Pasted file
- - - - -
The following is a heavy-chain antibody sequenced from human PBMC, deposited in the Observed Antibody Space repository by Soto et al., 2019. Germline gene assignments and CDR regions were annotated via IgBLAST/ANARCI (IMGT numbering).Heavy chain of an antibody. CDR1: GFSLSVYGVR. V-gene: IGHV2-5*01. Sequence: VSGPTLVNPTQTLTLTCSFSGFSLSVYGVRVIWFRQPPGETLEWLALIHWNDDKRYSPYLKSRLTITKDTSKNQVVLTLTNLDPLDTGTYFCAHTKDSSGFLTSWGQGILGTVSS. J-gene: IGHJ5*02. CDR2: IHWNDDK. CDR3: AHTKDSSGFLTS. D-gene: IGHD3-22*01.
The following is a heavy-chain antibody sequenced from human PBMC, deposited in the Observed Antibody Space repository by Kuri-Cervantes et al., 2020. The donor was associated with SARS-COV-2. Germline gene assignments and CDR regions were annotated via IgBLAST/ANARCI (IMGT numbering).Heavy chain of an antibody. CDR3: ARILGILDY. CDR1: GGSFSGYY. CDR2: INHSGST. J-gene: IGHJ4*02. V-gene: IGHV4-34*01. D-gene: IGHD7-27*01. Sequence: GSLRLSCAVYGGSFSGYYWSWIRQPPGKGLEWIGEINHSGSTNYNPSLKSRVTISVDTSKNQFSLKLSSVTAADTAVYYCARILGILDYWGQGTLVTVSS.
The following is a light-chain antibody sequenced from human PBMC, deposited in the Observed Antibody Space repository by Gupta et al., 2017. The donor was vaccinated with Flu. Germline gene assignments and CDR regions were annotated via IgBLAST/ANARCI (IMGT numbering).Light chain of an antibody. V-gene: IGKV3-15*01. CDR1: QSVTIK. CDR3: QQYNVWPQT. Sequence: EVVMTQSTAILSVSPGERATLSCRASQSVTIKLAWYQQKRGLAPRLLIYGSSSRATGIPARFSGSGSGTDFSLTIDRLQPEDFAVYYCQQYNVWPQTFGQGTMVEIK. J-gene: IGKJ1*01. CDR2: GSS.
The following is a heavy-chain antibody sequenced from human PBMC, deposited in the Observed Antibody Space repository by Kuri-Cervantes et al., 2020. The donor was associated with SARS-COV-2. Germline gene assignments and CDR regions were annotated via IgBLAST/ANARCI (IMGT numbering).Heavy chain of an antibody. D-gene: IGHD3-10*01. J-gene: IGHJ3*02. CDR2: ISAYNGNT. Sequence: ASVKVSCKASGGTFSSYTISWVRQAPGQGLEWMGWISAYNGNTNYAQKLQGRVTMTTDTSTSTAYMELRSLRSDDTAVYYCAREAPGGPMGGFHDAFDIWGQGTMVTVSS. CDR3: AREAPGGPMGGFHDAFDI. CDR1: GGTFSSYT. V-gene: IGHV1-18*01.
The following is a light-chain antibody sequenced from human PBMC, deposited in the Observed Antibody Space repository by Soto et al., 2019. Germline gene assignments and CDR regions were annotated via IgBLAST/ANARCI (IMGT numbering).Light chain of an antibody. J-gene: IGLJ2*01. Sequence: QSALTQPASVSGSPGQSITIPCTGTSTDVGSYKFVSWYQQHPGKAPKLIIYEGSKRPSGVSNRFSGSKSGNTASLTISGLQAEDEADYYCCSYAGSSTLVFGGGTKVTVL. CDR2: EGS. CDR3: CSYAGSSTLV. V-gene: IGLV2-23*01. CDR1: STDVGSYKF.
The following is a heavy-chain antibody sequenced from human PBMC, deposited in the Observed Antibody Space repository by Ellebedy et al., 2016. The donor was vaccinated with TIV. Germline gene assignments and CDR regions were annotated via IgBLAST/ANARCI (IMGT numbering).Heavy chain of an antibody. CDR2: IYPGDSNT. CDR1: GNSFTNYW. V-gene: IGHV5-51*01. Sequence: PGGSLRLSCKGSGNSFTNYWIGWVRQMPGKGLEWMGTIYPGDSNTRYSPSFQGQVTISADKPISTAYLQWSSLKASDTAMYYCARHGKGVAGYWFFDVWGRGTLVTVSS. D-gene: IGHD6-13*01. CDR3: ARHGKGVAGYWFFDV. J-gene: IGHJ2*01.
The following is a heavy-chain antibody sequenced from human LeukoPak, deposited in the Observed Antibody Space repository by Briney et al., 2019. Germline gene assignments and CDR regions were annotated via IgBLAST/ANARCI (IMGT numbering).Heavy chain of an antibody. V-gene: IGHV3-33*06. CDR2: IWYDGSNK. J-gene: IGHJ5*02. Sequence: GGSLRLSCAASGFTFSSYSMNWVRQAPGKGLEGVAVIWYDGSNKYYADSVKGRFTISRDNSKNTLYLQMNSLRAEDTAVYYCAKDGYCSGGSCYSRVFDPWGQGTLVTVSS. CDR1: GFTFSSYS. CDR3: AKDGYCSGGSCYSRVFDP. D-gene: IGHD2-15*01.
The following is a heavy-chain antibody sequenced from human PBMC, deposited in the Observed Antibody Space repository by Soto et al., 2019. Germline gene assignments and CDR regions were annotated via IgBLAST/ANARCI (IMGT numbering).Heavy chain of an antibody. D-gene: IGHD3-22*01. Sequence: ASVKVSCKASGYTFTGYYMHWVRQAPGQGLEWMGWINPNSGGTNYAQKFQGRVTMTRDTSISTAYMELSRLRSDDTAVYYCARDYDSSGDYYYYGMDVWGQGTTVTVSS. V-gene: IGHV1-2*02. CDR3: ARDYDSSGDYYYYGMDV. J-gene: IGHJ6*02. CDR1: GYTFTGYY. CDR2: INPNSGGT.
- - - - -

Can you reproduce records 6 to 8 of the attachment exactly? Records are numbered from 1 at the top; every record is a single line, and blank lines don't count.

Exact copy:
The following is a heavy-chain antibody sequenced from human PBMC, deposited in the Observed Antibody Space repository by Ellebedy et al., 2016. The donor was vaccinated with TIV. Germline gene assignments and CDR regions were annotated via IgBLAST/ANARCI (IMGT numbering).Heavy chain of an antibody. CDR2: IYPGDSNT. CDR1: GNSFTNYW. V-gene: IGHV5-51*01. Sequence: PGGSLRLSCKGSGNSFTNYWIGWVRQMPGKGLEWMGTIYPGDSNTRYSPSFQGQVTISADKPISTAYLQWSSLKASDTAMYYCARHGKGVAGYWFFDVWGRGTLVTVSS. D-gene: IGHD6-13*01. CDR3: ARHGKGVAGYWFFDV. J-gene: IGHJ2*01.
The following is a heavy-chain antibody sequenced from human LeukoPak, deposited in the Observed Antibody Space repository by Briney et al., 2019. Germline gene assignments and CDR regions were annotated via IgBLAST/ANARCI (IMGT numbering).Heavy chain of an antibody. V-gene: IGHV3-33*06. CDR2: IWYDGSNK. J-gene: IGHJ5*02. Sequence: GGSLRLSCAASGFTFSSYSMNWVRQAPGKGLEGVAVIWYDGSNKYYADSVKGRFTISRDNSKNTLYLQMNSLRAEDTAVYYCAKDGYCSGGSCYSRVFDPWGQGTLVTVSS. CDR1: GFTFSSYS. CDR3: AKDGYCSGGSCYSRVFDP. D-gene: IGHD2-15*01.
The following is a heavy-chain antibody sequenced from human PBMC, deposited in the Observed Antibody Space repository by Soto et al., 2019. Germline gene assignments and CDR regions were annotated via IgBLAST/ANARCI (IMGT numbering).Heavy chain of an antibody. D-gene: IGHD3-22*01. Sequence: ASVKVSCKASGYTFTGYYMHWVRQAPGQGLEWMGWINPNSGGTNYAQKFQGRVTMTRDTSISTAYMELSRLRSDDTAVYYCARDYDSSGDYYYYGMDVWGQGTTVTVSS. V-gene: IGHV1-2*02. CDR3: ARDYDSSGDYYYYGMDV. J-gene: IGHJ6*02. CDR1: GYTFTGYY. CDR2: INPNSGGT.